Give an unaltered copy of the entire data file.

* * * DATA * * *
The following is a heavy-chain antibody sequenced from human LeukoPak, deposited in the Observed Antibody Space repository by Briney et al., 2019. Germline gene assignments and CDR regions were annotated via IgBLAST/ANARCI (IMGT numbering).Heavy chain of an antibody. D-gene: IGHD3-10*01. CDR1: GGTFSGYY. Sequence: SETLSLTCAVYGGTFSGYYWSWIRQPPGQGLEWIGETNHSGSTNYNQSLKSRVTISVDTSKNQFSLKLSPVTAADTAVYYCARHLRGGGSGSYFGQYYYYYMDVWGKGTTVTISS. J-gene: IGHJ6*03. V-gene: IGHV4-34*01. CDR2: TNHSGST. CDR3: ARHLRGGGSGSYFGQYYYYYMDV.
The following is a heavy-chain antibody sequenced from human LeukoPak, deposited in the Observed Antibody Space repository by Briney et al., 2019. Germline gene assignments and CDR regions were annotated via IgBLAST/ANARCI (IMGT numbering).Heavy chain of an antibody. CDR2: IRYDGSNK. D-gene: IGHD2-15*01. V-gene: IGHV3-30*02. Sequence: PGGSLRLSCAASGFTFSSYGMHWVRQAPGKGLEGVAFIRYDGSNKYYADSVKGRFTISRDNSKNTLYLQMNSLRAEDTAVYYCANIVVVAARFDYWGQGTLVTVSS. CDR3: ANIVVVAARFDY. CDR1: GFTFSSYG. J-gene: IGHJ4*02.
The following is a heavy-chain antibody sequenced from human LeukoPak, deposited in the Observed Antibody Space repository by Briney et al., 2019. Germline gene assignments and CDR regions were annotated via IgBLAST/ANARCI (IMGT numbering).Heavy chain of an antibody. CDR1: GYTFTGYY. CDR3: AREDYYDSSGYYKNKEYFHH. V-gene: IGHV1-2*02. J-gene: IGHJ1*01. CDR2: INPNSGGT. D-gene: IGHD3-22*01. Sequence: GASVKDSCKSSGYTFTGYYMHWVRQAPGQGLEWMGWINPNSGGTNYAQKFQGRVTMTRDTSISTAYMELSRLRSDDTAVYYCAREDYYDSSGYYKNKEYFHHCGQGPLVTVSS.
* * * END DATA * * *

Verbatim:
The following is a heavy-chain antibody sequenced from human LeukoPak, deposited in the Observed Antibody Space repository by Briney et al., 2019. Germline gene assignments and CDR regions were annotated via IgBLAST/ANARCI (IMGT numbering).Heavy chain of an antibody. D-gene: IGHD3-10*01. CDR1: GGTFSGYY. Sequence: SETLSLTCAVYGGTFSGYYWSWIRQPPGQGLEWIGETNHSGSTNYNQSLKSRVTISVDTSKNQFSLKLSPVTAADTAVYYCARHLRGGGSGSYFGQYYYYYMDVWGKGTTVTISS. J-gene: IGHJ6*03. V-gene: IGHV4-34*01. CDR2: TNHSGST. CDR3: ARHLRGGGSGSYFGQYYYYYMDV.
The following is a heavy-chain antibody sequenced from human LeukoPak, deposited in the Observed Antibody Space repository by Briney et al., 2019. Germline gene assignments and CDR regions were annotated via IgBLAST/ANARCI (IMGT numbering).Heavy chain of an antibody. CDR2: IRYDGSNK. D-gene: IGHD2-15*01. V-gene: IGHV3-30*02. Sequence: PGGSLRLSCAASGFTFSSYGMHWVRQAPGKGLEGVAFIRYDGSNKYYADSVKGRFTISRDNSKNTLYLQMNSLRAEDTAVYYCANIVVVAARFDYWGQGTLVTVSS. CDR3: ANIVVVAARFDY. CDR1: GFTFSSYG. J-gene: IGHJ4*02.
The following is a heavy-chain antibody sequenced from human LeukoPak, deposited in the Observed Antibody Space repository by Briney et al., 2019. Germline gene assignments and CDR regions were annotated via IgBLAST/ANARCI (IMGT numbering).Heavy chain of an antibody. CDR1: GYTFTGYY. CDR3: AREDYYDSSGYYKNKEYFHH. V-gene: IGHV1-2*02. J-gene: IGHJ1*01. CDR2: INPNSGGT. D-gene: IGHD3-22*01. Sequence: GASVKDSCKSSGYTFTGYYMHWVRQAPGQGLEWMGWINPNSGGTNYAQKFQGRVTMTRDTSISTAYMELSRLRSDDTAVYYCAREDYYDSSGYYKNKEYFHHCGQGPLVTVSS.